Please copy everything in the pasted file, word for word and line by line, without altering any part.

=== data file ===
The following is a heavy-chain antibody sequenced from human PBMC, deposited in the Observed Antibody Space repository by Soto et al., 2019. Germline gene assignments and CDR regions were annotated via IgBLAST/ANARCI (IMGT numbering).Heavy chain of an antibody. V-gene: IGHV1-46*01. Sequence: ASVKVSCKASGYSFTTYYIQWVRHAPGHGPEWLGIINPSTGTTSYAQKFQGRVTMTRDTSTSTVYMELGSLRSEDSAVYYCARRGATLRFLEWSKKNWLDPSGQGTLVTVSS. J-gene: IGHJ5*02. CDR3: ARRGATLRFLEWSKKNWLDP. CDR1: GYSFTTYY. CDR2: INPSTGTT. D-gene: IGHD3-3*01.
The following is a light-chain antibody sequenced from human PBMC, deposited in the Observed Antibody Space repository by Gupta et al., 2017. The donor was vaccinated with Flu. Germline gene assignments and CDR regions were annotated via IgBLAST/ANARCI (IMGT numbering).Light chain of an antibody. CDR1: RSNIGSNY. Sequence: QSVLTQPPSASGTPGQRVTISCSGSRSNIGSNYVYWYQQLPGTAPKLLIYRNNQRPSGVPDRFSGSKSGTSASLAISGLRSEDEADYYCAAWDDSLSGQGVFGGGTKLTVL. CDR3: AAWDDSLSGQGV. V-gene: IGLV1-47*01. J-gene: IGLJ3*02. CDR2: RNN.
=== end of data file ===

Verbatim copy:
The following is a heavy-chain antibody sequenced from human PBMC, deposited in the Observed Antibody Space repository by Soto et al., 2019. Germline gene assignments and CDR regions were annotated via IgBLAST/ANARCI (IMGT numbering).Heavy chain of an antibody. V-gene: IGHV1-46*01. Sequence: ASVKVSCKASGYSFTTYYIQWVRHAPGHGPEWLGIINPSTGTTSYAQKFQGRVTMTRDTSTSTVYMELGSLRSEDSAVYYCARRGATLRFLEWSKKNWLDPSGQGTLVTVSS. J-gene: IGHJ5*02. CDR3: ARRGATLRFLEWSKKNWLDP. CDR1: GYSFTTYY. CDR2: INPSTGTT. D-gene: IGHD3-3*01.
The following is a light-chain antibody sequenced from human PBMC, deposited in the Observed Antibody Space repository by Gupta et al., 2017. The donor was vaccinated with Flu. Germline gene assignments and CDR regions were annotated via IgBLAST/ANARCI (IMGT numbering).Light chain of an antibody. CDR1: RSNIGSNY. Sequence: QSVLTQPPSASGTPGQRVTISCSGSRSNIGSNYVYWYQQLPGTAPKLLIYRNNQRPSGVPDRFSGSKSGTSASLAISGLRSEDEADYYCAAWDDSLSGQGVFGGGTKLTVL. CDR3: AAWDDSLSGQGV. V-gene: IGLV1-47*01. J-gene: IGLJ3*02. CDR2: RNN.